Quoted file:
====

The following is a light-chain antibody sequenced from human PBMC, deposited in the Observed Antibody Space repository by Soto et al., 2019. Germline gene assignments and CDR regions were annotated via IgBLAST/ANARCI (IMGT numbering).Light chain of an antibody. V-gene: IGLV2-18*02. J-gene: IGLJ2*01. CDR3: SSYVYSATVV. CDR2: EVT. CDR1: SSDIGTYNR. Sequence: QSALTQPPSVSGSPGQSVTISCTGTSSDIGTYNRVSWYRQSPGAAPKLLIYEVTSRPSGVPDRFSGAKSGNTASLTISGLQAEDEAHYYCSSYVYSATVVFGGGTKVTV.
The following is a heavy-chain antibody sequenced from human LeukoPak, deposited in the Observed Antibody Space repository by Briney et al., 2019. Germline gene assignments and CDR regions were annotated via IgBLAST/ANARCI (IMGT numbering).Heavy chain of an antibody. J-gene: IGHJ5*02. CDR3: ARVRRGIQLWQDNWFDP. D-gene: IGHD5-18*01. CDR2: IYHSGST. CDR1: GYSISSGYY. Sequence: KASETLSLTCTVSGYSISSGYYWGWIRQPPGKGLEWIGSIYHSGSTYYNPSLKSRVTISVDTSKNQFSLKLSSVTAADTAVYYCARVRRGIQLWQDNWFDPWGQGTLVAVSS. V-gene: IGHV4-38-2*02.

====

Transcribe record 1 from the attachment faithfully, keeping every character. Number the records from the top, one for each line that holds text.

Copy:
The following is a light-chain antibody sequenced from human PBMC, deposited in the Observed Antibody Space repository by Soto et al., 2019. Germline gene assignments and CDR regions were annotated via IgBLAST/ANARCI (IMGT numbering).Light chain of an antibody. V-gene: IGLV2-18*02. J-gene: IGLJ2*01. CDR3: SSYVYSATVV. CDR2: EVT. CDR1: SSDIGTYNR. Sequence: QSALTQPPSVSGSPGQSVTISCTGTSSDIGTYNRVSWYRQSPGAAPKLLIYEVTSRPSGVPDRFSGAKSGNTASLTISGLQAEDEAHYYCSSYVYSATVVFGGGTKVTV.